said she was blindsided and devastated, she said she was hurt and betrayed by the fact that these photographs had apparently not only been taken but distributed amongst the colleagues of those people who took them. she says she lives in fear that one day they will pop up in social media. so far in this case we haven't heard the defence for los angeles county, but i understand one of their arguments may well be that this was an accident scene and during the normal course of events of an investigation, photographs are taken. and that in fact none have appeared in social media, none have appeared in social media, none have appeared on the internet. we will get more detail about that when the defence presents its case through its lawyers next week.— its lawyers next week. thanks to peter for talking _ its lawyers next week. thanks to peter for talking us _ its lawyers next week. thanks to peter for talking us through - its lawyers next week. thanks to peter for talking us through that| peter for talking us through that case. we will stay in the us. writers have gathered in new york in solidarity with the author sir salman rushdie, who was seriously injured when he was stabbed
on stage one week ago. the 75—year—old has faced death threats for many years over his novel "the satanic verses". 0ur north america correspondent, nada tawfik, has the latest. new york has been sir salman rushdie's home for the past decade and a half. as he lies in hospital on the road to recovery, the literary community here is still reeling from the attack on his life and the attack on his freedom to write. salman, my dear old friend... in a show of support, authors gathered on the steps of the public library to read aloud passages from his body of work, including the controversial novel the satanic verses, viewed by some muslims as blasphemous, as well as books such as midnight's children, his memoir, joseph anton, and the golden house. i crawled before i could walk. i walked before i could run. the organisers hope this rally raises sir salman's spirits. they say he knows it has taken place and intended to watch. equally, they hope this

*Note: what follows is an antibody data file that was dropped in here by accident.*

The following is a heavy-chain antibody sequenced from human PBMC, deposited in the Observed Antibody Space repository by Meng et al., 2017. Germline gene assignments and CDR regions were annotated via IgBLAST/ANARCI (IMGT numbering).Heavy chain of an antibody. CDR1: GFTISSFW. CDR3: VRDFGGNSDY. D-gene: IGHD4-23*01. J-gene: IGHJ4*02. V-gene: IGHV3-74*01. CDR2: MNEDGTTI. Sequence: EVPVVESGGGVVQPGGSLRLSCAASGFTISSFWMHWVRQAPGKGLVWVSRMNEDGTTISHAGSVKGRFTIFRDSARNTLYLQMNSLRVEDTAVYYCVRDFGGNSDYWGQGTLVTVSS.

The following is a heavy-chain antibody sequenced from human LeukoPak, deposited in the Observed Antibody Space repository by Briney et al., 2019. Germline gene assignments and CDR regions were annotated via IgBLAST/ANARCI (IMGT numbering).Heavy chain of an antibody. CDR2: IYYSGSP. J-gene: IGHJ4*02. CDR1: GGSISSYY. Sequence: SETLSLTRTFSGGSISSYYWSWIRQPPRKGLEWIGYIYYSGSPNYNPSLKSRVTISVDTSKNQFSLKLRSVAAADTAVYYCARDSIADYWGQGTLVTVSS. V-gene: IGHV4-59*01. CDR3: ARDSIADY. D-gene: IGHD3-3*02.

is a galvanising moment and that others stand up to fight for freedom of speech. amanda foreman, a british biographer and historian, wasn't surprised to hear that the suspected attacker hadn't read the satanic verses beyond a page or two. freedom of expression isn't easy, it's not simple. it's highly problematic. people do get offended. terrible things are sometimes said. this is not a perfect society, and freedom of expression is not a perfect principle, but it's the best one we have, and if we are frightened, if we are silent, then the bullies and the silencers have won. chanting: censorship has got to go! the demonstration today is reminiscent of another held in 1989 after iran's ayatollah issued a religious ruling calling for sir salman's death. writers then also stood up for the indian—born british author and criticised stores that refused to carry his novel. but how much has changed since then? so much of our public discourse now
happens in the digital arena. we face online harassment, the viral spread of disinformation. here in the united states, we're dealing with a pandemic of book bans and curriculum bans in higher education across the country. so, it's a different environment. it's also the case, i think, in 1989, you would have thought an attack like this on us soil was really unheard of. sir salman's friends and colleagues hope this will be a watershed moment for free speech, and they say they look forward to hearing his voice again soon. nada tawfik, bbc news, new york. chanting: stand with salman! michael gove has announced his support for rishi sunak in the conservative leadership contest. writing in the times newspaper, the former cabinet minister criticised mr sunak�*s rival, liz truss, saying she appeared to be taking a "holiday from reality" with her plans to cut tax, rather than give direct payments to struggling households. she has previously argued that high taxes are "potentially choking